improvements were very limited. Now, the Shuttle program is being asked to fly for
many more years, yet the current and out-year budget profiles remain unchanged.

USA believes that both the Congress and the American people support the
continuation of the Federal Government’s efforts to maintain human presence in
space. If we are correct, the Space Shuttle Program is the link to all human space
flight initiatives. The next generation launch vehicle is at least a decade away. The
safety of our astronauts is paramount to USA and NASA, and it is obvious from the
statements made on the Senate Floor by Members of this Committee, this objective
is paramount to the Congress as well. USA strongly agrees with the emphasis of
the Congress on the need to prioritize funding for the Shuttle program, in particular,
the safety upgrades. Moreover, we believe that the long-term budget policy of the
Federal Government should reflect a determination to refrain from reducing safety
upgrade initiatives and ignoring ground infrastructure requirement. Prudent, timely
and pre-planned modifications and upgrades of the Shuttle must be a national
priority that transcends the budget limitations of any given year. Affordable
upgrades are an essential investment in retaining the value of this indispensable
national asset.

Today, I have been asked to focus my remarks on safety upgrades, infrastructure
and the Shuttle workforce.

SAFETY UPGRADES

The Space Shuttle is the foundation for our Nation’s continued human access to
space in the 21 st Century. It is uniquely capable of carrying humans into space while
simultaneously providing the ability for heavy lift, rendezvous, docking, space
walking, micro-gravity research, and new technology testing. These capabilities are
unmatched elsewhere in the world.

At the direction of Congress, in the FY01 budget, NASA was provided additional
funding to initiate the High Priority Safety Upgrades Program. NASA and its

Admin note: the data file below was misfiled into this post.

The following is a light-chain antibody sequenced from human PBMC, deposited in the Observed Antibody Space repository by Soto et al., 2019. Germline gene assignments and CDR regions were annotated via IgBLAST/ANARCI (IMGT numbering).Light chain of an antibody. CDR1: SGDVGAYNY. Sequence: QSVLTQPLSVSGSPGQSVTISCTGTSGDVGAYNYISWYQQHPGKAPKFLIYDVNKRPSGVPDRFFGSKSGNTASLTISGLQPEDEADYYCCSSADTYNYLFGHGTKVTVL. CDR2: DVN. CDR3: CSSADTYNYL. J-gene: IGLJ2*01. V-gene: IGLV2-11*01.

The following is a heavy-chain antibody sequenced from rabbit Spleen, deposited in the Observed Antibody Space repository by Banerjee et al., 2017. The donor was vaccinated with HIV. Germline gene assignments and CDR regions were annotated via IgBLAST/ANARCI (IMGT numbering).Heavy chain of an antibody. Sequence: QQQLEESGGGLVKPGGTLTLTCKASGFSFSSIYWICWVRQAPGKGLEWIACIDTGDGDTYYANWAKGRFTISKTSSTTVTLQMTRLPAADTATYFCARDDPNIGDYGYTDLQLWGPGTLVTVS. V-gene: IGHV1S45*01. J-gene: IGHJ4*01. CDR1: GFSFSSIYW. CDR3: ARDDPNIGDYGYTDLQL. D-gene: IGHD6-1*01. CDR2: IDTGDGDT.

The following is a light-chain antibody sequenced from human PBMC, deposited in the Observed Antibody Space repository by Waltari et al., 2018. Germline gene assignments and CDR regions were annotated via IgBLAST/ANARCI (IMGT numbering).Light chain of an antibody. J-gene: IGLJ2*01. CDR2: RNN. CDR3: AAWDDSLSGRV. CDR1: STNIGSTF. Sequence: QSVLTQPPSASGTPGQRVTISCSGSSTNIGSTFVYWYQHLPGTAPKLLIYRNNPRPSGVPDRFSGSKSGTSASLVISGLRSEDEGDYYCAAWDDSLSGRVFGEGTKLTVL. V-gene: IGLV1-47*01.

industry team have embarked on a systematic approach to upgrading and
maintaining the Shuttle system.

Contrary to some perceptions, the Shuttle Upgrades program has done exactly what
it was designed to do during project formulation: define requirements, establish
project costs and schedules, and produce initial designs. I’d like to take this
opportunity to provide the Committee with some information on the outstanding
progress that has been made on these projects and the need for their continued
development.

New designs for Shuttle steering systems will eliminate the use of explosive and
highly toxic hydrazine fuels. These new designs reduce hazards for both astronauts
and ground crews. Complete integrated system prototypes of these designs, which
could replace the current Auxiliary Power Units (APUs), have been built and tested.
I am proud to say that this summer these prototypes have performed full mission
simulations that meet and/or exceed current Shuttle capabilities on high fidelity test
stands.

The Orbiter APU prototype, known as the Electric APU (EAPU), would eliminate the
single largest risk to Orbiter flight safety. The EAPU reduces the APU’s contribution
to Orbiter flight risk from 30% to less than 5%. This project has advanced the state-of-
the-art for spacecraft batteries and demonstrated that they have more than
enough energy for their intended usage. Electric motors and pumps have also been